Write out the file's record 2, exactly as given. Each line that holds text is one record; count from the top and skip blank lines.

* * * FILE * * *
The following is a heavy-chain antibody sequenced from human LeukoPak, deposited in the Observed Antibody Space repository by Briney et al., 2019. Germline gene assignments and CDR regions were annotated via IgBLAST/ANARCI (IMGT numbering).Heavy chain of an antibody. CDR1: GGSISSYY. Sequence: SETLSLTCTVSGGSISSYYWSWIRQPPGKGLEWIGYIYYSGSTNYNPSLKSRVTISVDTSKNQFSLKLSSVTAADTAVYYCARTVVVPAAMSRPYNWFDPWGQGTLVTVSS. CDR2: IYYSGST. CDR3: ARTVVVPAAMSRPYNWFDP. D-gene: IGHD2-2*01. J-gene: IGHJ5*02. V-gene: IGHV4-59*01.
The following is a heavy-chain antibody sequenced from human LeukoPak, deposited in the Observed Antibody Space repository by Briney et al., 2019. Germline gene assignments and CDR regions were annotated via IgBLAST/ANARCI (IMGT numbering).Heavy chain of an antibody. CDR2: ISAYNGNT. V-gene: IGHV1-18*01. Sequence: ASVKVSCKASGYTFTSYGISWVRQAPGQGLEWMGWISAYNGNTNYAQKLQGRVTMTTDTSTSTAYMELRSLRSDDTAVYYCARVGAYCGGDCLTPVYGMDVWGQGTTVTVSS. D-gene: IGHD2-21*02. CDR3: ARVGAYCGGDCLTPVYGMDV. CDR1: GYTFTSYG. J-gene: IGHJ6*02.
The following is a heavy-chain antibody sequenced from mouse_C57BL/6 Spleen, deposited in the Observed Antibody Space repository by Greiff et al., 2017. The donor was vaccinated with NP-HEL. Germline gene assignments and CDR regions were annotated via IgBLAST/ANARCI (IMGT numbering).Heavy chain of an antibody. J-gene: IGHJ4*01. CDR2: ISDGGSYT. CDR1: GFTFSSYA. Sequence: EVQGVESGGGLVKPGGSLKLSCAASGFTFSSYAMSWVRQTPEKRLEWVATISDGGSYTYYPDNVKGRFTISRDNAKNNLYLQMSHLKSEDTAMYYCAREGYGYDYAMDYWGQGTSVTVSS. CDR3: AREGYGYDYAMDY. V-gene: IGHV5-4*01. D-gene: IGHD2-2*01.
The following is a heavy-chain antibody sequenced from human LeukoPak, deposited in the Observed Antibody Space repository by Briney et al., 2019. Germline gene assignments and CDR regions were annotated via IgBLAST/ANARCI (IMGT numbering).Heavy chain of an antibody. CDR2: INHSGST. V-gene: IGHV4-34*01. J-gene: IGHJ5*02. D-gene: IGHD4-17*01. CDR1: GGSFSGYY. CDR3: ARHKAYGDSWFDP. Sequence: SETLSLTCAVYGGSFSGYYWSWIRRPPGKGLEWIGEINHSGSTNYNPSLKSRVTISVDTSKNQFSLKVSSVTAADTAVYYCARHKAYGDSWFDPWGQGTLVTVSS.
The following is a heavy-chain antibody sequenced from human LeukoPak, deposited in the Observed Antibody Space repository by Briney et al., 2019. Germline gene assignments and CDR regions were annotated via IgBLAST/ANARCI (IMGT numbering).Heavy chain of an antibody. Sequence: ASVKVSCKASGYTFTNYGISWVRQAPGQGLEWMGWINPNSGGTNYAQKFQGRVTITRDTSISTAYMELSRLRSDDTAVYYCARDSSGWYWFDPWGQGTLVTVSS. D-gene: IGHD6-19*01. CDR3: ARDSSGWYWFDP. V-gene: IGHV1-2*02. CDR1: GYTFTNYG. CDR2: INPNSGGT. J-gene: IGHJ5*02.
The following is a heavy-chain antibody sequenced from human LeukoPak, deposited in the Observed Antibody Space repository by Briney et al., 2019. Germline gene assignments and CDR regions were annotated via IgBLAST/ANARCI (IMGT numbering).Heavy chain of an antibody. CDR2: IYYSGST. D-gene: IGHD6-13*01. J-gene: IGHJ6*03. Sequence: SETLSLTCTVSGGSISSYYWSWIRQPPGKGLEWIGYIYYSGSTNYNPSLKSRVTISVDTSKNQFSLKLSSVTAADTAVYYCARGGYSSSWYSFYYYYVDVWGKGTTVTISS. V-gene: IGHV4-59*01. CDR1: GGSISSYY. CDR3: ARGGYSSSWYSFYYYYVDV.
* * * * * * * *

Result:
The following is a heavy-chain antibody sequenced from human LeukoPak, deposited in the Observed Antibody Space repository by Briney et al., 2019. Germline gene assignments and CDR regions were annotated via IgBLAST/ANARCI (IMGT numbering).Heavy chain of an antibody. CDR2: ISAYNGNT. V-gene: IGHV1-18*01. Sequence: ASVKVSCKASGYTFTSYGISWVRQAPGQGLEWMGWISAYNGNTNYAQKLQGRVTMTTDTSTSTAYMELRSLRSDDTAVYYCARVGAYCGGDCLTPVYGMDVWGQGTTVTVSS. D-gene: IGHD2-21*02. CDR3: ARVGAYCGGDCLTPVYGMDV. CDR1: GYTFTSYG. J-gene: IGHJ6*02.